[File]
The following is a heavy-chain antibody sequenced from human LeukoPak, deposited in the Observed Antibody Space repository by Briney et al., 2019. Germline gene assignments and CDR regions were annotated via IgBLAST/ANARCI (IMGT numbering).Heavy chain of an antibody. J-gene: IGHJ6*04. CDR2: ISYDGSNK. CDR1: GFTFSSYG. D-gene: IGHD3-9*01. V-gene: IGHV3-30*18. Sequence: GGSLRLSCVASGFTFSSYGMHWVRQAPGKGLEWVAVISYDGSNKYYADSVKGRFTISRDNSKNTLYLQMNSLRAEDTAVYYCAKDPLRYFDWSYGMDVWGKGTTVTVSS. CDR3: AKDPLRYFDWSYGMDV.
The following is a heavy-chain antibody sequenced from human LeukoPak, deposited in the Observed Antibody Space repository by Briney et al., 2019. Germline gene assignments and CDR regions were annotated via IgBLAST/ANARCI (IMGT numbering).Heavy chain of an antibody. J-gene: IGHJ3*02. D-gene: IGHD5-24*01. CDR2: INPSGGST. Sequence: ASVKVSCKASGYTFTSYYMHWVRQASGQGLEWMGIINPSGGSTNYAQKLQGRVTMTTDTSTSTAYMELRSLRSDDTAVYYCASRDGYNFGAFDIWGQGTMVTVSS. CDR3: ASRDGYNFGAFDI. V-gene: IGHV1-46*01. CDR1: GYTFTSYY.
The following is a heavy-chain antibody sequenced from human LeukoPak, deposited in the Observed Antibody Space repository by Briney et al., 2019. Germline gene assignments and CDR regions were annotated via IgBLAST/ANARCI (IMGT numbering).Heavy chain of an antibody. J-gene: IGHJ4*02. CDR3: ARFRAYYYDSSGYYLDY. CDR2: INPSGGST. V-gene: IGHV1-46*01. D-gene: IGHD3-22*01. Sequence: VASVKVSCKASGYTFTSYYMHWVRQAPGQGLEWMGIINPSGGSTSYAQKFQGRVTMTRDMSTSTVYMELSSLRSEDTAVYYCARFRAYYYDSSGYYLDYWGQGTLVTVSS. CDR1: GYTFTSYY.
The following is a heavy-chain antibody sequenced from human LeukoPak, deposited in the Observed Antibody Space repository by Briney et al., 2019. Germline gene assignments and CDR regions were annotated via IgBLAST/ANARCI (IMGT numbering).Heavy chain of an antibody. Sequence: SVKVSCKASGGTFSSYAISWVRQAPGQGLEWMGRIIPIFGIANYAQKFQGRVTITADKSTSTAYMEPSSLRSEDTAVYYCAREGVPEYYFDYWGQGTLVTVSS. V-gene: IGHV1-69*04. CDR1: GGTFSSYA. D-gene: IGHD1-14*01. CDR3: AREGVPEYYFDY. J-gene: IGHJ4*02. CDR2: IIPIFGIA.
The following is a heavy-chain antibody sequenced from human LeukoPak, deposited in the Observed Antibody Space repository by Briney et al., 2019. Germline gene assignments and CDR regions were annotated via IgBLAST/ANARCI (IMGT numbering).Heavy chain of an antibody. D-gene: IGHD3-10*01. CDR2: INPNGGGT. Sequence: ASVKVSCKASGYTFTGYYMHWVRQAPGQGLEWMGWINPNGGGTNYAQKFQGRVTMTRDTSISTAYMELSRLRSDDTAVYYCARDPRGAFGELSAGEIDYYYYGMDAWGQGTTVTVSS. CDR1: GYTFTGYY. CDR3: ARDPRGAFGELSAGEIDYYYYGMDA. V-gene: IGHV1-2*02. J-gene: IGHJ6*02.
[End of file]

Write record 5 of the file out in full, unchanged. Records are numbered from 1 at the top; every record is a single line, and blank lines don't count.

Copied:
The following is a heavy-chain antibody sequenced from human LeukoPak, deposited in the Observed Antibody Space repository by Briney et al., 2019. Germline gene assignments and CDR regions were annotated via IgBLAST/ANARCI (IMGT numbering).Heavy chain of an antibody. D-gene: IGHD3-10*01. CDR2: INPNGGGT. Sequence: ASVKVSCKASGYTFTGYYMHWVRQAPGQGLEWMGWINPNGGGTNYAQKFQGRVTMTRDTSISTAYMELSRLRSDDTAVYYCARDPRGAFGELSAGEIDYYYYGMDAWGQGTTVTVSS. CDR1: GYTFTGYY. CDR3: ARDPRGAFGELSAGEIDYYYYGMDA. V-gene: IGHV1-2*02. J-gene: IGHJ6*02.